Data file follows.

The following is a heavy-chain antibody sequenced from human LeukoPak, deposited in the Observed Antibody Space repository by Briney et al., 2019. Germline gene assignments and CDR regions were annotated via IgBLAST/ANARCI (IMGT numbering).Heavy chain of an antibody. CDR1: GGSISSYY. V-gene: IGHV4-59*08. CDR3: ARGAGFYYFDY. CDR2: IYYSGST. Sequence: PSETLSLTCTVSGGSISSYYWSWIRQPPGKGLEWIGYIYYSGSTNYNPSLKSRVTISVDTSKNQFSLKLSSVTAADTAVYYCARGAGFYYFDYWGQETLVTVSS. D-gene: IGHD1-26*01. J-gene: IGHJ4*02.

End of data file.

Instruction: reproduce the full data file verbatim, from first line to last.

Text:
The following is a heavy-chain antibody sequenced from human LeukoPak, deposited in the Observed Antibody Space repository by Briney et al., 2019. Germline gene assignments and CDR regions were annotated via IgBLAST/ANARCI (IMGT numbering).Heavy chain of an antibody. CDR1: GGSISSYY. V-gene: IGHV4-59*08. CDR3: ARGAGFYYFDY. CDR2: IYYSGST. Sequence: PSETLSLTCTVSGGSISSYYWSWIRQPPGKGLEWIGYIYYSGSTNYNPSLKSRVTISVDTSKNQFSLKLSSVTAADTAVYYCARGAGFYYFDYWGQETLVTVSS. D-gene: IGHD1-26*01. J-gene: IGHJ4*02.